From September 19 to December 7, the Mary and Leigh Block Museum of Art at Northwestern University presents Wangechi Mutu: A Fantastic Journey, an exhibition organized by the Nasher Museum of Art at Duke University.
The exhibition is the first US survey for Wangechi Mutu, a contemporary African artist and sculptor who has achieved great global acclaim for her works in a wide range of artistic media.
Born in Nairobi, Kenya and living in New York since the early 1990s, Mutu explores issues of gender, race, war, globalization, colonialism and the eroticization of the black female body. She creates mysterious composite figures pieced together with human, animal, machine and monster parts. She often combines found materials and magazine cutouts with sculpted and painted imagery, drawing from sources as diverse as international politics, African ethnography, fashion, eroticism and science fiction.
Just as Mutu applies a collaged approach to her physical material, she uses montage as a tactic to address issues of racial stereotyping, femininity and sexuality, and environmental degradation. To unpack the interwoven themes in her work, the Block has planned a robust schedule of fall programming. Scroll down to see a list of free events complementing Wangechi Mutu: A Fantastic Journey.
Mutu is best known for large-scale collages depicting powerful hybrid female figures in otherworldly landscapes. Many of her most iconic pieces are included in A Fantastic Journey, which features more than 50 works from the mid-1990s to the present. The exhibition includes rarely seen early works, new creations, sketches and the artist’s first-ever animated video, titled The End of eating Everything, featuring singer/songwriter Santigold.
The artist and members of her studio will transform the Block into an environmental installation that draws viewers directly into Mutu’s vision, including a monumental wall drawing made of materials such as Kenyan soil.
Free fall events complementing Wangechi Mutu: A Fantastic Journey
The Block offers a unique context for Wangechi Mutu’s work, as Northwestern curricula frequently explore issues of racial stereotyping, femininity and sexuality, and environmental destruction. To highlight these connections and offer a multi-faceted experience of the exhibition, the Block has planned the following events:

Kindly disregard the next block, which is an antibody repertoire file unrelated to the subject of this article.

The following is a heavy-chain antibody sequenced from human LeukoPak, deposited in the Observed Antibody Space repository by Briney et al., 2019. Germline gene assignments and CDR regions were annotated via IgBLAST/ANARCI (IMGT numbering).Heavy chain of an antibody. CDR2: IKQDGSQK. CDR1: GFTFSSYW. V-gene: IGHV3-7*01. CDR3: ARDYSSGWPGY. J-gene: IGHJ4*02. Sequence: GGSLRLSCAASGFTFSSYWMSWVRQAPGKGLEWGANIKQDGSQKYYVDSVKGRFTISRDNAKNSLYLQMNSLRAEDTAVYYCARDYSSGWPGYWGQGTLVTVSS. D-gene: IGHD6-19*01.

Opening day celebration
Saturday, September 27, 2–5pm
Artist talk at 2:30pm next door at Louis Theater
Mutu will provide an overview of her work and participate in a conversation with Northwestern’s Huey Copeland, associate professor of art history.
Block Cinema: Space Is the Place
Thursday, October 16, 7pm
(John Coney, b. 1974, United States, 35mm, 85 minutes)
Afrofuturistic extravaganza, directed by Coney, stars the inimitable jazz musician and far-out futurist Sun Ra, who travels through space and time to save the black race while pursued by the FBI.
Block Cinema: Fantastic Planet
Thursday, October 30, 7pm
(Renee Laloux, b. 1973, France and Czechoslovakia, 35mm, 72 minutes)
Rene Laloux’s animated cult classic Fantastic Planet—which inspired artist Mutu’s video The End of eating Everything—shows a terrifying future in which human-like beings are kept as pets or exterminated by giant blue creatures. Please note: Due to its violent and sexual content this film may be unsuitable for younger audiences.
Panel discussion: “Voyaging the Fantastic: Afrosurrealism and Afrofuturism in Wangechi Mutu and Contemporary Black Art”
Saturday, November 1, 2pm
Moderated by Northwestern faculty member Alexander Weheliye, this roundtable will bring together preeminent Chicago-based black artists D. Denenge Akpem, Krista Franklin and Ayanah Moor for a conversation that takes Mutu’s work as a springboard for consideration of the place of Afrosurrealism and Afrofuturism in contemporary black art.
Panel discussion: “Deploying and Shattering Stereotypes”
Wednesday, November 12, 6:30pm
Joy Bivins, curator, Chicago History Museum and organizer of the recent exhibition, Inspiring Beauty: 50 Years of Ebony Fashion Fair; Maud Lavin, faculty member and cultural historian, School of the Art Institute of Chicago; and Kathleen Bickford Berzock, the Block’s associate director of curatorial affairs and an expert on African art, will explore Mutu’s work as a starting point for considering and challenging stereotypes around women and the body, blackness and what it is to be African.
Interdisciplinary gallery talk
Wednesday, November 19, 5:30pm
Join Melika Bass, Northwestern faculty member, department of radio/television/film; Antawan Byrd, Northwestern Ph.D. candidate in art history; and Sakhile Matlhare, Northwestern Ph.D. in sociology, as they bring their diverse perspectives to an in-gallery conversation about the exhibition Wangechi Mutu: A Fantastic Journey.
About The Block Museum
The Mary and Leigh Block Museum of Art is the fine arts museum of Northwestern University and Chicago’s North Shore. It serves the academic and cultural needs of the University and community with thought-provoking exhibitions, a rich and diverse permanent collection, and dynamic educational and cultural programming.
Mary and Leigh Block Museum of Art
40 Arts Circle Drive
Evanston, IL 60208